Is it a bird? Is it a plane? No, it’s a sculpture. Or is it a drawing? It’s so hard to tell sometimes. Gabriel Orozco’s Dark Wave is a replica of a whale skeleton – so, clearly sculpture – on which a pattern has been drawn – a drawing then – it’s all so confusing. Quite apart from the overwhelming scale of the piece, what I like about this work is the ambiguity of the thing. There’s the starting point of it feeling like a readymade that’s been worked – an approach Orozco has used a lot in works like La DS– on but in fact the skeleton is remade resin and calcium carbonate before being draw on in graphite. Then there’s the way the pattern makes it harder to quite figure out the skeleton but still somehow manages to feel like it’s meant to be there, albeit in a way that makes the piece feel like it might be some sort of archaeological find.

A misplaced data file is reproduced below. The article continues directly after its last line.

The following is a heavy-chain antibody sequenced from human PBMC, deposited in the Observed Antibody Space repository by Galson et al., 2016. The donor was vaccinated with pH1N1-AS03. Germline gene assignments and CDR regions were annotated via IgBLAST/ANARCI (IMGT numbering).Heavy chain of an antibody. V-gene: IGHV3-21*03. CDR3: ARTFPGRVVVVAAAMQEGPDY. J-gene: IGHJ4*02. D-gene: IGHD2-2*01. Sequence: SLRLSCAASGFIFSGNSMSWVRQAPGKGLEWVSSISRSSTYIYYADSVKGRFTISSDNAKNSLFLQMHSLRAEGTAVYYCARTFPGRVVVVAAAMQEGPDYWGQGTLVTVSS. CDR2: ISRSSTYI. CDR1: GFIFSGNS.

Christine Borland, Family Conversation Piece, 1998
The skull is a powerful symbol. While others have used real skulls as the basis for drawing, sculpture or installation, Christine Borland has used skulls as a starting point for making works in other materials. The skulls in Christine Borland’s Family Conversation Piece are made from fine bone china which is then traditionally decorated in blue and white. The work was originally made for an exhibition at Tate Liverpool, so the choice of bone china was a deliberate one intended to resonate with Liverpool’s history as a producer of china with the decoration – in the style of the porcelain made in Liverpool in the eighteenth century – also referencing the city’s history as a trading port involved in the shipping of both produce and slaves.